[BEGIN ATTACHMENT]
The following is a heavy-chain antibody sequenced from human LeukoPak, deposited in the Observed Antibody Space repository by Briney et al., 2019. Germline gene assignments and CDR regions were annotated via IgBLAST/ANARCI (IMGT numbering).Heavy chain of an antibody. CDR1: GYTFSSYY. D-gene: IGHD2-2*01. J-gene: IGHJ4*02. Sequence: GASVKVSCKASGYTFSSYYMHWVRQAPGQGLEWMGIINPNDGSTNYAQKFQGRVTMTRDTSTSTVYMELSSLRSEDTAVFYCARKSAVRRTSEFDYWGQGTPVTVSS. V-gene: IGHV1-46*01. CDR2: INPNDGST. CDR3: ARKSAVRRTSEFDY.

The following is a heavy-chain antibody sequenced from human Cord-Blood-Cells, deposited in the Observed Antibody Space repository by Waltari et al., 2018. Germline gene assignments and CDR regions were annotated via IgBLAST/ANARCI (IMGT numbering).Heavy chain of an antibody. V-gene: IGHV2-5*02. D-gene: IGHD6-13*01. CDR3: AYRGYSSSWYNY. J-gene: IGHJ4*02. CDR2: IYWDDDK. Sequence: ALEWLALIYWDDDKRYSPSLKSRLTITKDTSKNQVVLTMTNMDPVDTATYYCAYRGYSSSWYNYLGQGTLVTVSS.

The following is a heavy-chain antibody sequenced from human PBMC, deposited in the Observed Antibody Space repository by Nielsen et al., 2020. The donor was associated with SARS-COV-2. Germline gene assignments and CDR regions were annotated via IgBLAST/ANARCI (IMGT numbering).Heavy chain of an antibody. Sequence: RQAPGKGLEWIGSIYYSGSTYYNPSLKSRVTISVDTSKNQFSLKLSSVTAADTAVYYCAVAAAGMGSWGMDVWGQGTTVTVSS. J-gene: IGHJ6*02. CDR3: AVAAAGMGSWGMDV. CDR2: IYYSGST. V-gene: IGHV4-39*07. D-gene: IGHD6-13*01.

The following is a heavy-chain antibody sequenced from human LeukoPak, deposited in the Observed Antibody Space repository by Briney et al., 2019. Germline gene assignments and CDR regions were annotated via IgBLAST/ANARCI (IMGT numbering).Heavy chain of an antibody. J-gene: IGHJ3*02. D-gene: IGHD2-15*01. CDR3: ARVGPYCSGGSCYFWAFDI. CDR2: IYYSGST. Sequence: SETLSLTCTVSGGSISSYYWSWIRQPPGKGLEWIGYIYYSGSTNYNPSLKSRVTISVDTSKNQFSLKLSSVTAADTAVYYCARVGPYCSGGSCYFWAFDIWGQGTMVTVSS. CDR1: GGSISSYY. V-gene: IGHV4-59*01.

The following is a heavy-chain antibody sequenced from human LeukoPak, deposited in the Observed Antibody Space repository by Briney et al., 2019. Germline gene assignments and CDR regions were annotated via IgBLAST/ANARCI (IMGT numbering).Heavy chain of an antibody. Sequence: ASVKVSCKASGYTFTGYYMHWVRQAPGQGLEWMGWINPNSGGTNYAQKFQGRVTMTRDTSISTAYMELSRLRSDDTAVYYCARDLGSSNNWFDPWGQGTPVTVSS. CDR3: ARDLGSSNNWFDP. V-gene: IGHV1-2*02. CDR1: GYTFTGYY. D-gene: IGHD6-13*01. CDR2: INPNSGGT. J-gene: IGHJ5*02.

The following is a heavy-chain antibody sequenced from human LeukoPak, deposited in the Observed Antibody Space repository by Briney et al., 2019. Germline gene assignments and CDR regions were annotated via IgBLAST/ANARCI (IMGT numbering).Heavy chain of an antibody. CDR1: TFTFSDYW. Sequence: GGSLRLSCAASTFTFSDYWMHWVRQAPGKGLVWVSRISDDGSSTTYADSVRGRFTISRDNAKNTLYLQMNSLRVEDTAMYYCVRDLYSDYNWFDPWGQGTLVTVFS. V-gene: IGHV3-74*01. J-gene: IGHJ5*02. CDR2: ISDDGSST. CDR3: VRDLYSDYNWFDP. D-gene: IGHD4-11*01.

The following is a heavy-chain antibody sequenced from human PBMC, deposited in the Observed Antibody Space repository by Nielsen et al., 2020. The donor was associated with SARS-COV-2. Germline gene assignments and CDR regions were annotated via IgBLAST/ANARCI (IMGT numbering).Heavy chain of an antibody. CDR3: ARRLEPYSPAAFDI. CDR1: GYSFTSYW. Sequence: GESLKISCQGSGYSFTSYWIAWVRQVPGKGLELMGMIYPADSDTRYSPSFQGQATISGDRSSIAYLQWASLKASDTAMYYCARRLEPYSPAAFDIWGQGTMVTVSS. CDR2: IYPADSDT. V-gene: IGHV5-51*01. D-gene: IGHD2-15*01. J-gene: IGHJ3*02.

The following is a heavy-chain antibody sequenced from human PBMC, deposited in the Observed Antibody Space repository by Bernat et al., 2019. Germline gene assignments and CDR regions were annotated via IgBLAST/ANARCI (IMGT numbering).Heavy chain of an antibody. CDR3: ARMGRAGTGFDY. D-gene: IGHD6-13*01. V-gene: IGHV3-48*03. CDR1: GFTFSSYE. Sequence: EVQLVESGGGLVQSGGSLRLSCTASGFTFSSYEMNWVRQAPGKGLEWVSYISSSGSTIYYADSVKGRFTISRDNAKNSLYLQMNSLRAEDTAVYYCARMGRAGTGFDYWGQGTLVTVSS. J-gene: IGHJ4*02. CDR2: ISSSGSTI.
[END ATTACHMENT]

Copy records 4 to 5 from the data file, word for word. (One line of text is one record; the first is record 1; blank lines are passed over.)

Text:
The following is a heavy-chain antibody sequenced from human LeukoPak, deposited in the Observed Antibody Space repository by Briney et al., 2019. Germline gene assignments and CDR regions were annotated via IgBLAST/ANARCI (IMGT numbering).Heavy chain of an antibody. J-gene: IGHJ3*02. D-gene: IGHD2-15*01. CDR3: ARVGPYCSGGSCYFWAFDI. CDR2: IYYSGST. Sequence: SETLSLTCTVSGGSISSYYWSWIRQPPGKGLEWIGYIYYSGSTNYNPSLKSRVTISVDTSKNQFSLKLSSVTAADTAVYYCARVGPYCSGGSCYFWAFDIWGQGTMVTVSS. CDR1: GGSISSYY. V-gene: IGHV4-59*01.

The following is a heavy-chain antibody sequenced from human LeukoPak, deposited in the Observed Antibody Space repository by Briney et al., 2019. Germline gene assignments and CDR regions were annotated via IgBLAST/ANARCI (IMGT numbering).Heavy chain of an antibody. Sequence: ASVKVSCKASGYTFTGYYMHWVRQAPGQGLEWMGWINPNSGGTNYAQKFQGRVTMTRDTSISTAYMELSRLRSDDTAVYYCARDLGSSNNWFDPWGQGTPVTVSS. CDR3: ARDLGSSNNWFDP. V-gene: IGHV1-2*02. CDR1: GYTFTGYY. D-gene: IGHD6-13*01. CDR2: INPNSGGT. J-gene: IGHJ5*02.